Getting Bearish On Kodiak Oil & Gas

| About: Kodiak Oil (KOG)


The stock is dropping from overbought territory on a technical basis.

The stock is inexpensively valued based on 2015 earnings estimates.

Financial efficiency ratios seem to be rock solid.

Kodiak Oil & Gas (NYSE:KOG) is an independent energy company focused on the exploration, exploitation, acquisition and production of crude oil and natural gas in the United States. On February 27, 2014, the company reported fourth-quarter earnings of $0.17 per share, which missed the consensus analysts' estimates by $0.01. For the past year the company's stock price is up 80.05%, while the S&P 500 (NYSEARCA:SPY) has gained 20.85% in the same time frame. This is my second foray in the stock, and the last time I was in it I made 11.84% or 153.05% on an annualized basis. I've already purchased a batch of the stock in late October 2013 for my growth portfolio, and am up a whopping 1.33% on the batch due to a bad market tape for growth stocks. With all this in mind, I'd like to take a moment to evaluate the stock on a fundamental, financial, and technical basis to see if right now is a good time to purchase more of the stock for my portfolio.


The company currently trades at a trailing 12-month P/E ratio of 25.87, which is fairly priced, but I mainly like to purchase a stock based on where the company is going in the future as opposed to what it has done in the past. On that note, the 1-year forward-looking P/E ratio of 12.63 is currently inexpensively priced for the future in terms of the right here, right now. Next year's estimated earnings are $1.07 per share and I'd consider the stock inexpensive until about $16. The 1-year PEG ratio (1.16), which measures the ratio of the price you're currently paying for the trailing 12-month earnings on the stock while dividing it by the earnings growth of the company for a specified amount of time (I like looking at a 1-year horizon), tells me that the company is fairly priced based on a 1-year EPS growth rate of 22.27%. The company has great near-term future earnings growth potential with a projected EPS growth rate of 22.27%. In addition, the company has great long-term future earnings growth potential with a projected EPS growth rate of 44.02%.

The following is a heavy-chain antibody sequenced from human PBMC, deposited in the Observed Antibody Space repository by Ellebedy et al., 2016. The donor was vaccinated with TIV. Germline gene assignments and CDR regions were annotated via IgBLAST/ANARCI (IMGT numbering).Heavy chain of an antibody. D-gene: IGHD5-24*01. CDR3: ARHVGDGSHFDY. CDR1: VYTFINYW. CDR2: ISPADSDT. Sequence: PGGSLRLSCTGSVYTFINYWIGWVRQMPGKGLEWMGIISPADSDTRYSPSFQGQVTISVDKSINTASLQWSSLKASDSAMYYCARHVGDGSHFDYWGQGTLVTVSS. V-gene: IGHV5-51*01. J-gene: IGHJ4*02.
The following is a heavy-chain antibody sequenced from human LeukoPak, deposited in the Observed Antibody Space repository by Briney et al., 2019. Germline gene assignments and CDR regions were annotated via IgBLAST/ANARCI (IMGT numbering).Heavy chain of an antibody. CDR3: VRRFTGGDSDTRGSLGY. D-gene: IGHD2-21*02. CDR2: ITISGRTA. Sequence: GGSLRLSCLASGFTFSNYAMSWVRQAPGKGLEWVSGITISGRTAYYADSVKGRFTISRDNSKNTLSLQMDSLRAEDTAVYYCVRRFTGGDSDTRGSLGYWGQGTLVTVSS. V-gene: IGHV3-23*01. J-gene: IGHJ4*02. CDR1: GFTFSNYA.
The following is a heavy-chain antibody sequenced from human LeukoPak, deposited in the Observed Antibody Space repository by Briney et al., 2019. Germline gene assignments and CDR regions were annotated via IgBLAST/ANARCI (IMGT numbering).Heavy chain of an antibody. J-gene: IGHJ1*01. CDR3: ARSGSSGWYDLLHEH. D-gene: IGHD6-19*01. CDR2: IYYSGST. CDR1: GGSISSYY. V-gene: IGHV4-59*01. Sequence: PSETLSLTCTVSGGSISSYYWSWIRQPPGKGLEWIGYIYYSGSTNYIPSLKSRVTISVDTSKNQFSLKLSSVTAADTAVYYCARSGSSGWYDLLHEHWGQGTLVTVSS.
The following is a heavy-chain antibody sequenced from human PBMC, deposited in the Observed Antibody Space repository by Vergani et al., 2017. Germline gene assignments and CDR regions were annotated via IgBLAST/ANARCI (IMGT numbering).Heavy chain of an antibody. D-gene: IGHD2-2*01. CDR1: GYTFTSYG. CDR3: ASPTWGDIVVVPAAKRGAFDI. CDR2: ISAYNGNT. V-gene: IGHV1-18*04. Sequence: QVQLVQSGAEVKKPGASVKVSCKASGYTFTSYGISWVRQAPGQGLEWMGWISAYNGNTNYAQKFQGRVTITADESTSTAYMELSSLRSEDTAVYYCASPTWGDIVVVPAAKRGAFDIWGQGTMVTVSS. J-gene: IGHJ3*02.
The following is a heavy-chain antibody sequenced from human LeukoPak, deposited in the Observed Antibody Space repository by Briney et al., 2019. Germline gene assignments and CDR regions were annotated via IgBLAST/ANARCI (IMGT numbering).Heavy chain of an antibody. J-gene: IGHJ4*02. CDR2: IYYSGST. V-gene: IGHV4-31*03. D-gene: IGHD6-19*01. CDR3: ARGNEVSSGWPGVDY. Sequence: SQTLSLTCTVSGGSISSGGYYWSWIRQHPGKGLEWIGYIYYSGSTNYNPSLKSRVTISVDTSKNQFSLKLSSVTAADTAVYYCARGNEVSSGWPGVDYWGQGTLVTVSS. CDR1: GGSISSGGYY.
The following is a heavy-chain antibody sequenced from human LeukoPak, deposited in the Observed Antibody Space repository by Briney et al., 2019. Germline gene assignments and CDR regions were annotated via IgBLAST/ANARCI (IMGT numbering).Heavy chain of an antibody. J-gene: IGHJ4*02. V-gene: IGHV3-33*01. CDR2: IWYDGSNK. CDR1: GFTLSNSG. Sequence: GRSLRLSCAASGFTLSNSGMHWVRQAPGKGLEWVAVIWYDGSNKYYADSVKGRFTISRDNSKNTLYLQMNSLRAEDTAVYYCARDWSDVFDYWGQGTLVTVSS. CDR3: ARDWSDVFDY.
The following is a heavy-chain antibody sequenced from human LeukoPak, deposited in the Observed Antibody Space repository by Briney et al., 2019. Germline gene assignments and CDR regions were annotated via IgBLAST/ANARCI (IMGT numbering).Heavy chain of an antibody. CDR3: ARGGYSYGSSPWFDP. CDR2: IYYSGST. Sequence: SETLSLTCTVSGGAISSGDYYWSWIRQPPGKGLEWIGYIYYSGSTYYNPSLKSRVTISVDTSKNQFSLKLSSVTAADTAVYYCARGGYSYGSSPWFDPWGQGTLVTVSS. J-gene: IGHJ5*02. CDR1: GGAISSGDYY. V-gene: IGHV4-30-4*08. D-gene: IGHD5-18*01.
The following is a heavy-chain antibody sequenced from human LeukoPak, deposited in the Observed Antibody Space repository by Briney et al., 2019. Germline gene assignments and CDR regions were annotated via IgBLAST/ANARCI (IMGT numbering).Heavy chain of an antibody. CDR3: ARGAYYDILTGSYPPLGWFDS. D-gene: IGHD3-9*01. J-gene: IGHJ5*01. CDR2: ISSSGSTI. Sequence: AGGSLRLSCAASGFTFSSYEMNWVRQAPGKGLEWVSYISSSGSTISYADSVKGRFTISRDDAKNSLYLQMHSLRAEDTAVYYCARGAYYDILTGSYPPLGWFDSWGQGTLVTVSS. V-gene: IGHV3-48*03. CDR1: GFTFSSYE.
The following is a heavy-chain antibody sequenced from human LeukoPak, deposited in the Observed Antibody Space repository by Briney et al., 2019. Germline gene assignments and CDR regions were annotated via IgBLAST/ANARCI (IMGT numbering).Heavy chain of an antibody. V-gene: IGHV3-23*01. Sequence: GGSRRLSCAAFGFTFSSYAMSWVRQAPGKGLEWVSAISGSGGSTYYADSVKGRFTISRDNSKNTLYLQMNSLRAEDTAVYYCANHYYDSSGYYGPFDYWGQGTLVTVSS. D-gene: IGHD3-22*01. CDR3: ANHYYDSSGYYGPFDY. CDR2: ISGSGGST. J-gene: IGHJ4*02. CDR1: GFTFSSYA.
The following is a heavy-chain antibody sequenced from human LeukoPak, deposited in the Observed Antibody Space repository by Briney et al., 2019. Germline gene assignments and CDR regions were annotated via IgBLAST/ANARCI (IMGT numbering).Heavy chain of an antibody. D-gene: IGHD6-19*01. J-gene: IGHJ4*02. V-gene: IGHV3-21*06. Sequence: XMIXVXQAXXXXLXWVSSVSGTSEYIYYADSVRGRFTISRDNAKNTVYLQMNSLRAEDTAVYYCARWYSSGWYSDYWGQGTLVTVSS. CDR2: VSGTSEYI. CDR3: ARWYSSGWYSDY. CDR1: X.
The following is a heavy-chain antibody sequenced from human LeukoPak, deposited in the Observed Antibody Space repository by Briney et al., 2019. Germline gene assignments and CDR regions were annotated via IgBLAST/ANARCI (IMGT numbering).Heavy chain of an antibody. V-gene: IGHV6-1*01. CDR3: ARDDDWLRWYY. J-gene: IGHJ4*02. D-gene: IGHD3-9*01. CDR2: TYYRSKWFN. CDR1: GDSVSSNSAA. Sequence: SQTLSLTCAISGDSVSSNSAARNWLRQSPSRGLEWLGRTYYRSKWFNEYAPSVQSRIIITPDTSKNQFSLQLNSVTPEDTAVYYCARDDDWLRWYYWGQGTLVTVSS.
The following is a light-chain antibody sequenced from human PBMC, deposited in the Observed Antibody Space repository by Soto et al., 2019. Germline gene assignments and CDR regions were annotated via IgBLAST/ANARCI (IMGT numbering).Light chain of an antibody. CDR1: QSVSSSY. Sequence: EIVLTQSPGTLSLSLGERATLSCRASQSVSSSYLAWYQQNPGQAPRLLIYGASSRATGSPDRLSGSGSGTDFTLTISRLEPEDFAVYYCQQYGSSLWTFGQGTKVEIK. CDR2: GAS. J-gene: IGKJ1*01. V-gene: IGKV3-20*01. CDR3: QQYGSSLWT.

On a financial basis, the things I look for in general are the dividend payouts, return on assets, equity and investment. The company does not sport a dividend to speak of, but is sporting return on assets, equity, and investment values of 4.3%, 12.6% and 7.4%, respectively, which are not that great of values. In this particular instance, I will forego the dividend aspect of the financials because the stock is in my growth portfolio; and in the growth portfolio, a stock does not have to have a dividend.


Looking first at the relative strength index chart [RSI] at the top, I see the stock dropping from overbought territory as of 17Apr14 with a current value of 64.49. I will look at the moving average convergence-divergence [MACD] chart next. I see that the black line is above the red line with the divergence bars decreasing in height, indicating bearish momentum is starting. As for the stock price itself ($13.45), I'm looking at $13.58 to act as resistance and $12.86 to act as support for a risk/reward ratio which plays out to be -4.39% to 0.97%.


This is a high flying growth name because it has exposure to the Bakken Shale so you may witness some whiplash if you're in the name. Fundamentally the company is inexpensively priced based on future earnings estimates and fairly priced based on next year's earnings growth potential. Financially, the efficiency ratios are rock solid. On a technical basis I believe the stock has some room to the downside. Due to the bearish technicals, high near-term earnings growth expectations, and high long-term earnings growth expectations I will not be pulling the trigger here right now.

Disclaimer: This article is meant to serve as a journal for myself as to the rationale of why I bought/sold this stock when I look back on it in the future. These are only my personal opinions and you should do your own homework. Only you are responsible for what you trade and happy investing!

Disclosure: I am long KOG, SPY. I wrote this article myself, and it expresses my own opinions. I am not receiving compensation for it (other than from Seeking Alpha). I have no business relationship with any company whose stock is mentioned in this article.